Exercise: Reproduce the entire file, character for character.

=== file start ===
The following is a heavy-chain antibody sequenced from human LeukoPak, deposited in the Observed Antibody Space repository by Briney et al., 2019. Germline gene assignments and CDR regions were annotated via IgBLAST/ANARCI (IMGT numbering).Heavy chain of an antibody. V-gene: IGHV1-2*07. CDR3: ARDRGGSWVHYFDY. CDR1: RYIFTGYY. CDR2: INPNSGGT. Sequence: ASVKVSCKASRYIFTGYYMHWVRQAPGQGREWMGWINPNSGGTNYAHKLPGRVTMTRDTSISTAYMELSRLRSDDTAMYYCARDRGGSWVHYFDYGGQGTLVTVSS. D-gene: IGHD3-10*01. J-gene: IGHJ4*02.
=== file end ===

The following is a heavy-chain antibody sequenced from human LeukoPak, deposited in the Observed Antibody Space repository by Briney et al., 2019. Germline gene assignments and CDR regions were annotated via IgBLAST/ANARCI (IMGT numbering).Heavy chain of an antibody. V-gene: IGHV1-2*07. CDR3: ARDRGGSWVHYFDY. CDR1: RYIFTGYY. CDR2: INPNSGGT. Sequence: ASVKVSCKASRYIFTGYYMHWVRQAPGQGREWMGWINPNSGGTNYAHKLPGRVTMTRDTSISTAYMELSRLRSDDTAMYYCARDRGGSWVHYFDYGGQGTLVTVSS. D-gene: IGHD3-10*01. J-gene: IGHJ4*02.